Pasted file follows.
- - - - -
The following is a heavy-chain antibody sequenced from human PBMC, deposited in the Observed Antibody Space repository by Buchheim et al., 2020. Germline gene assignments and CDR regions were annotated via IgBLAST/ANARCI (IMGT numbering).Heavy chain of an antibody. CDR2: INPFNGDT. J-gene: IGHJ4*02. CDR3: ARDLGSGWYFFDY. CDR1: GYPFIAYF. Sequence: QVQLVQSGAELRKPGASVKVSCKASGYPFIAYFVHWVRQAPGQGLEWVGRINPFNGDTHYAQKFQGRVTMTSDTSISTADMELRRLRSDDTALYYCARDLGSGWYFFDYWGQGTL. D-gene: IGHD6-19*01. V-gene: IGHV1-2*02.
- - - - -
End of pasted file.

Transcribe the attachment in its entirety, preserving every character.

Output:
The following is a heavy-chain antibody sequenced from human PBMC, deposited in the Observed Antibody Space repository by Buchheim et al., 2020. Germline gene assignments and CDR regions were annotated via IgBLAST/ANARCI (IMGT numbering).Heavy chain of an antibody. CDR2: INPFNGDT. J-gene: IGHJ4*02. CDR3: ARDLGSGWYFFDY. CDR1: GYPFIAYF. Sequence: QVQLVQSGAELRKPGASVKVSCKASGYPFIAYFVHWVRQAPGQGLEWVGRINPFNGDTHYAQKFQGRVTMTSDTSISTADMELRRLRSDDTALYYCARDLGSGWYFFDYWGQGTL. D-gene: IGHD6-19*01. V-gene: IGHV1-2*02.